Many people will leave a difficult or disappointment marriage because they don’t want to subject themselves to a lifetime of misery. But, some people are determined to remain committed to the relationship for “bigger” reasons, such as the belief that marriage vows should never be broken, and/or the belief that the children fare better when the structure of the family remains in tact, regardless of the feelings between the parents.
There are other reasons as well and they are as individual as the people involved. If you are a person in an unhappy marriage looking for advice on how to live well in spite of your disappointment, then this article is for you. I would like to encourage you to follow your heart and conscience and make your own decisions for your life, based on your own personal convictions regardless of what anyone else may think or say.
One important factor to keep in mind – whether in a relationship or not – is that your happiness and quality of life is not dependent on others. It is your responsibility to live well no matter what the other people in your life are doing. This is not to say that we don’t live in community and that how we treat each other doesn’t matter. It is to say that in spite of how good or bad any other person may be in our lives, the power for our mental, emotional, and spiritual well-being resides within our own selves.
To start, I would like to suggest the most important thing to keep in mind is how to keep your own heart and soul alive and good when facing deep disappointment. This is possible. It may be difficult, but it is not impossible.
Here is a list of affirmations you can use to help yourself on your journey in your difficult marriage:
- I am determined to never allow the pain of the marriage to take me to a place of darkness.
- I will utilize wisdom to learn to have a thriving life, full of happiness and completeness, regardless of my circumstances.
- I will spend each day by remembering those things in my life that I am grateful for and by counting my blessings.
- I will take my focus off of my spouse and place it purely on myself, reminding myself that, while I am not responsible for the choices my spouse makes, I am responsible for my own choices and my own reactions to the things that disappoint me.
- In order to live well in a difficult marriage I must remember to live according to my own core convictions:
- I will always take the high road.
- I will accept my spouse the way he/she is.
- I will accept that my spouse’s limitations are rooted in – his/her own limited capacities; his/her own lack of relationship skills; his/her destructive ways of relating that have nothing to do with me personally (even though it seems that way.)
- I will “own” my own issues and the ways in which I contribute to the problems in my relationship.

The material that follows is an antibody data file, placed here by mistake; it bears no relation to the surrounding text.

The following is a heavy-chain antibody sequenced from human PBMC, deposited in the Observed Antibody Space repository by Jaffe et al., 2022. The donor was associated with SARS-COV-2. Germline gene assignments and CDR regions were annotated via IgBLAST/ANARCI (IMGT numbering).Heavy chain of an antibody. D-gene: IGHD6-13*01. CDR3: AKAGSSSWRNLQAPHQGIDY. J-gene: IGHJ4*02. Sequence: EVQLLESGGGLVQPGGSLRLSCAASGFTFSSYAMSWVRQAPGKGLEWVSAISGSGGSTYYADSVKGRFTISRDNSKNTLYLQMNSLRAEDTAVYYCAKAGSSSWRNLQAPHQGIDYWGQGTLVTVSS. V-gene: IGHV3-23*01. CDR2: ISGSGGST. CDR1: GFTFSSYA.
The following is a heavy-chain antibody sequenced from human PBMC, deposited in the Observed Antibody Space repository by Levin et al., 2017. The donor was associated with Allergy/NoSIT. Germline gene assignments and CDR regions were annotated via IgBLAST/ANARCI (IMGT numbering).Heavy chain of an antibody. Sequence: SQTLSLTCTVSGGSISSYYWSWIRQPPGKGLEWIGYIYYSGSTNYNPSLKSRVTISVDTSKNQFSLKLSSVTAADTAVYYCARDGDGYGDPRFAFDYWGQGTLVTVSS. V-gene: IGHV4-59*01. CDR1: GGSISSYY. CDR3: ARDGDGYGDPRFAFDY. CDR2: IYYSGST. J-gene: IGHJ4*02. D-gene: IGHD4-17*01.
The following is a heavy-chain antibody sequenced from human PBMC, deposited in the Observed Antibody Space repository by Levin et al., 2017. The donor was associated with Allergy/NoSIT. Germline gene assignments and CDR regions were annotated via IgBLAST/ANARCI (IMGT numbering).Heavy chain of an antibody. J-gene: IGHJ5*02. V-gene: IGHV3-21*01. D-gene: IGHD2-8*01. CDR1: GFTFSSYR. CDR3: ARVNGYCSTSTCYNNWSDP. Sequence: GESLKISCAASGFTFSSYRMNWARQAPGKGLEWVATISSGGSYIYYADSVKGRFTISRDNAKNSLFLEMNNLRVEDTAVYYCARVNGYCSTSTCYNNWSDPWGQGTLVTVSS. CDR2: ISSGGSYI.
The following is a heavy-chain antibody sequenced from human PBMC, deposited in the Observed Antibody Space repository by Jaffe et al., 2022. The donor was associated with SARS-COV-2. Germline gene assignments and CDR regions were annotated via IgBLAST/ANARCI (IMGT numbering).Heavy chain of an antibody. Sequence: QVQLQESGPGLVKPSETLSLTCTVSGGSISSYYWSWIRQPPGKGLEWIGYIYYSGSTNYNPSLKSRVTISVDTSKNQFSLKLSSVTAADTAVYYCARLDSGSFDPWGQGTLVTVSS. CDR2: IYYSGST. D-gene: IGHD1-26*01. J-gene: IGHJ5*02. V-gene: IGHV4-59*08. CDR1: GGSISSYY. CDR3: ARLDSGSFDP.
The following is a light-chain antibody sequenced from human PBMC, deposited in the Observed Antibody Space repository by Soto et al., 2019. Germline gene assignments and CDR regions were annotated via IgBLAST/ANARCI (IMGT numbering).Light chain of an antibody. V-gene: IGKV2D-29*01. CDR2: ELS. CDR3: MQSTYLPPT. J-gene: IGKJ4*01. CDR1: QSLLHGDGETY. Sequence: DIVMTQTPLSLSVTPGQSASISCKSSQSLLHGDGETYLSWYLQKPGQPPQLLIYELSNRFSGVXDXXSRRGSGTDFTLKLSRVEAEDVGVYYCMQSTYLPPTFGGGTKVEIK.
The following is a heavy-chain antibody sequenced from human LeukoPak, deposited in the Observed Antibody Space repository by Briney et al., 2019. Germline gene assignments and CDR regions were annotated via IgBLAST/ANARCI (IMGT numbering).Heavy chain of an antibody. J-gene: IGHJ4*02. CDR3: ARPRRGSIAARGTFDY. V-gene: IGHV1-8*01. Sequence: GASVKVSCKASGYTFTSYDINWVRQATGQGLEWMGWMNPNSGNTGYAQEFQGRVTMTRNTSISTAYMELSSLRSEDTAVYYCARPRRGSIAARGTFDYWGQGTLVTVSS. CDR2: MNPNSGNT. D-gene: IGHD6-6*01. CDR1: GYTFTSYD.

- I will accept my own personal limitations and will treat myself and others with compassion, not judgment.
- I will live my life based on principles, not emotions.
- I will remind myself that marriage is bigger than I am. Marriage transcends what I get out of it.
- I will live with dignity and will not allow myself to be disrespected or abused.
- I will set healthy boundaries for myself, ones that are life-affirming.
- I will remain stable and steadfast.
It is important to remember that in a difficult marriage you are not required to yield to the wants of your spouse; rather, you need to develop the strengths needed to face all the difficulties an unfulfilling relationship asks of you. Don’t bury your head in the sand and deny your reality, rather, take it on as it is without wearing rose colored glasses or sugar coating the truth.
One important aspect of living well in the midst of a disappointing relationship is to grieve the losses that come with it. You need to grieve fully your broken dreams and broken heart and allow yourself the gift of healing. Pretending is not going to get you there. Facing your pain, sadness, hurts, and unmet expectations fully will help you embrace your life as it is and use the truth as the center point for the journey.
Remind yourself of the concept of “both-and.” That is to say, you can be both happy and sad at the same time. You can be sad that your relationship with your spouse is not the one you hoped for, and you can be happy that you have good friendships, a great job, healthy kids, etc.
Living in “the gap” is also a good way to approach a difficult marriage. The gap represents the space between your expectations and your reality. Your job for happiness involves learning what to do with that gap. The struggle of having that gap will be challenging, but it need not ruin your life. The ability to live well in spite of the gaps we have in many different aspects of our lives is part of maturity. The harsh truth about life is that we don’t always get what we want. And maturity requires us to learn how to manage that reality well.
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